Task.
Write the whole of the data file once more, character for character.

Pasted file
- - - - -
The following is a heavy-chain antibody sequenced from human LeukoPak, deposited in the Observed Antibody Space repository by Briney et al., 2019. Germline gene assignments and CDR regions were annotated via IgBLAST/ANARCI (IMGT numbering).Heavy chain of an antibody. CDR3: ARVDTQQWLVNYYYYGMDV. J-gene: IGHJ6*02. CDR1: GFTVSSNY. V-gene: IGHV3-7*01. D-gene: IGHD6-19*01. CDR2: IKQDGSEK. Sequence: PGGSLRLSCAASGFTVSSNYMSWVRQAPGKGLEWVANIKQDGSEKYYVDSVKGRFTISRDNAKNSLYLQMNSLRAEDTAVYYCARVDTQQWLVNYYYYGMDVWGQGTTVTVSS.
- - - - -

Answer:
The following is a heavy-chain antibody sequenced from human LeukoPak, deposited in the Observed Antibody Space repository by Briney et al., 2019. Germline gene assignments and CDR regions were annotated via IgBLAST/ANARCI (IMGT numbering).Heavy chain of an antibody. CDR3: ARVDTQQWLVNYYYYGMDV. J-gene: IGHJ6*02. CDR1: GFTVSSNY. V-gene: IGHV3-7*01. D-gene: IGHD6-19*01. CDR2: IKQDGSEK. Sequence: PGGSLRLSCAASGFTVSSNYMSWVRQAPGKGLEWVANIKQDGSEKYYVDSVKGRFTISRDNAKNSLYLQMNSLRAEDTAVYYCARVDTQQWLVNYYYYGMDVWGQGTTVTVSS.